Popular unicode emoticons for everyday use. They are all just text, so you can copy and paste them.Emoticons is a Unicode block containing graphic representations of faces, which are often associated with classic emoticons. They exist largely for compatibility with This chart provides a list of the Unicode emoji characters and sequences, with images from different vendors, CLDR name, date, source, and keywords. The ordering of Unicode Emoticons. ಠ_ಠ [disapprove] Ծ_Ծ [disapprove] ಠ~ಠ [hrm…] ఠ_ఠ [o rly?] ಠ_ರೃ [dignified] ಠ_ృ [dignified] ಠ╭╮ಠ [frown]Welcome to Donger List – A Donger is a set of unicode characters assembled to form a text emoticon. Sometimes also refered to as emojicons, emoticons, kaomoji Feeling a little bit evil? Show your intentions with these AWESOME Devil text emoticons and symbols. You’ll love them. Send them to your friends through texting Notes. To get a list of code charts for a character, enter its code in the search box at the top. To access a chart for a given block, click on its entry in the Charbase is a visual database of characters from the Unicode 6.1 standard, made available without clutter.This article contains Unicode emoticons/emojis. Without proper rendering support, you may see question marks, boxes, or other symbols instead of the intended characters.Cool unicode symbols, text icons and pictures for nicknames and statuses.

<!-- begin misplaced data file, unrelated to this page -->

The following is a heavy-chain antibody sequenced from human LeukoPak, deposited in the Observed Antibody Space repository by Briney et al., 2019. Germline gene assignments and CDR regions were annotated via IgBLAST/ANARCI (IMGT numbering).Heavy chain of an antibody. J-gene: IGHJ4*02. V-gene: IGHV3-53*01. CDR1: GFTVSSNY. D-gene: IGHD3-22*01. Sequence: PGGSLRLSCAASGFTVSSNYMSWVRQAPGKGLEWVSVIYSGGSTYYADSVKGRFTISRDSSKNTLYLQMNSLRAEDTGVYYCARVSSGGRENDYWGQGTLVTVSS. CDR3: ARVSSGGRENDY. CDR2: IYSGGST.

An emoticon is a short sequence of keyboard letters and symbols, usually emulating a facial expression, that complements a text message. Alternatively referred to as a smiley face, smiles, wink, or winky, a emoticon is a way of showing an emotion on and text-based communication such as e-mail, chat, and SMS. Emoticons are letters or symbols used on the keyboard that represent how you’re feeling, for example, 🙂 when your head is turned to the left represents a smiley. The smiley face is often credited as being first suggested by Professor Scott Fahlman on a bulletin board September 19, 1982
Here are some examples of our emoticons. You can find more gallery using our search menu.
Originally meaning pictograph, the word emoji comes from Japanese e (絵, “picture”) + moji (文字, “character”). The apparent resemblance to the English words “emotion” and “emoticon” is just a coincidence. All emoji in body text and tables will be supplied by the default browser (and probably system) emoji font, and may appear different on devices running different operating systems. Separate pictures will appear the same for all viewers.
You can also use Japanese emojis below or use our search menu to find more :
What is the difference between emoticons and emojis?
emoji are little picture characters, usually displayed in color by most operating systems. a simple example of emoji is U0001f603
emoticons are combinations of characters that are typically used as text. the creative combination of multiple characters results in a small picture that typically resembles some human emotion, the simplest example being 🙂
Unicode Emoticons For – Video